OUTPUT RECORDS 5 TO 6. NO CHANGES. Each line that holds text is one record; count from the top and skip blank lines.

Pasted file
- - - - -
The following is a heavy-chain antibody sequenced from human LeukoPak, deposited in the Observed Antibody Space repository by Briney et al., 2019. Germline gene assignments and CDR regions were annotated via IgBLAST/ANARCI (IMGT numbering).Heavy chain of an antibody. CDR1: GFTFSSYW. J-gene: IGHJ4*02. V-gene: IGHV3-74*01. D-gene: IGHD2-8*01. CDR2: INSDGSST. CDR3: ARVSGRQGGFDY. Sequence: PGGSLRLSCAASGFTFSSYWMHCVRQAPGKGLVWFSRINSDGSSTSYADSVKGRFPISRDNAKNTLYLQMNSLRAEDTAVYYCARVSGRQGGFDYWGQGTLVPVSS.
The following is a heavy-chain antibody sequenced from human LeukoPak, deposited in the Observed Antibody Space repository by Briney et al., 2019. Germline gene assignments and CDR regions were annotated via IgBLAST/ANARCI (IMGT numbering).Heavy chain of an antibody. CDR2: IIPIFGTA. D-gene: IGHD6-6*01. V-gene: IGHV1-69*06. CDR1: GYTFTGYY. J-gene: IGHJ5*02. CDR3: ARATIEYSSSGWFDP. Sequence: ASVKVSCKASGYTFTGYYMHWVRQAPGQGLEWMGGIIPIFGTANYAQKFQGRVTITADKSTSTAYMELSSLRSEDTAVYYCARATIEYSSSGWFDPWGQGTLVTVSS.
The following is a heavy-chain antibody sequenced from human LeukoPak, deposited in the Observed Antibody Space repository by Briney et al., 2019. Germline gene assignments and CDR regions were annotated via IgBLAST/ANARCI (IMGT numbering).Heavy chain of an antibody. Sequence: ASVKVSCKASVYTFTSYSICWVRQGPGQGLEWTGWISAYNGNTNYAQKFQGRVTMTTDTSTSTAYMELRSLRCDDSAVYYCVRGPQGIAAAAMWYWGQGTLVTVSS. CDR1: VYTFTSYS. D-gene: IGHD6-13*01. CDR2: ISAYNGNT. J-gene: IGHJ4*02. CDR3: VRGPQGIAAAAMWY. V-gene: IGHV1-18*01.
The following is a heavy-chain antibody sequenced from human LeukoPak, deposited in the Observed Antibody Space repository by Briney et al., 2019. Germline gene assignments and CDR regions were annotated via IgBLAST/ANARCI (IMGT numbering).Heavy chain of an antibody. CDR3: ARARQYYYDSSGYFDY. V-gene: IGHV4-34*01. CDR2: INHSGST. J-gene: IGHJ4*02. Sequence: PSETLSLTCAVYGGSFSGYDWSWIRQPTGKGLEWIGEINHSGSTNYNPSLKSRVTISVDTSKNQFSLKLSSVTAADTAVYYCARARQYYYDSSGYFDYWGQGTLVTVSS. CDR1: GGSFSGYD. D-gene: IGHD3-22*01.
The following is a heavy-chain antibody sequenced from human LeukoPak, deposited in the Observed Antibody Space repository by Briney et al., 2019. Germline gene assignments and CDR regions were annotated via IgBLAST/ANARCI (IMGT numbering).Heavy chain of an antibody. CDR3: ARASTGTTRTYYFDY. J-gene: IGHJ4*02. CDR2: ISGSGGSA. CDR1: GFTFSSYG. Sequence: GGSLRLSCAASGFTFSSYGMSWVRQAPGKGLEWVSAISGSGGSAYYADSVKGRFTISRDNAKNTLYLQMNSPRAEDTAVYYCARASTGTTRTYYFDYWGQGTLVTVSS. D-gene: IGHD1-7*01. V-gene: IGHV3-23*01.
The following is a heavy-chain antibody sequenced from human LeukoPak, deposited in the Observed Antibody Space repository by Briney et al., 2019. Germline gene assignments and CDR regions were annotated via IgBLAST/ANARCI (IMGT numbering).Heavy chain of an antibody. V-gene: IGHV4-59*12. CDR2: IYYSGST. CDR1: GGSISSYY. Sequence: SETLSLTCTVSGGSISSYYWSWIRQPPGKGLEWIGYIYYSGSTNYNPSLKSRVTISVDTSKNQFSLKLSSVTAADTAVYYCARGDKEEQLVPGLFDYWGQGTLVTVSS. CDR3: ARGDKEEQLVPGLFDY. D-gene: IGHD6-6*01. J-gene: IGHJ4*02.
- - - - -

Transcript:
The following is a heavy-chain antibody sequenced from human LeukoPak, deposited in the Observed Antibody Space repository by Briney et al., 2019. Germline gene assignments and CDR regions were annotated via IgBLAST/ANARCI (IMGT numbering).Heavy chain of an antibody. CDR3: ARASTGTTRTYYFDY. J-gene: IGHJ4*02. CDR2: ISGSGGSA. CDR1: GFTFSSYG. Sequence: GGSLRLSCAASGFTFSSYGMSWVRQAPGKGLEWVSAISGSGGSAYYADSVKGRFTISRDNAKNTLYLQMNSPRAEDTAVYYCARASTGTTRTYYFDYWGQGTLVTVSS. D-gene: IGHD1-7*01. V-gene: IGHV3-23*01.
The following is a heavy-chain antibody sequenced from human LeukoPak, deposited in the Observed Antibody Space repository by Briney et al., 2019. Germline gene assignments and CDR regions were annotated via IgBLAST/ANARCI (IMGT numbering).Heavy chain of an antibody. V-gene: IGHV4-59*12. CDR2: IYYSGST. CDR1: GGSISSYY. Sequence: SETLSLTCTVSGGSISSYYWSWIRQPPGKGLEWIGYIYYSGSTNYNPSLKSRVTISVDTSKNQFSLKLSSVTAADTAVYYCARGDKEEQLVPGLFDYWGQGTLVTVSS. CDR3: ARGDKEEQLVPGLFDY. D-gene: IGHD6-6*01. J-gene: IGHJ4*02.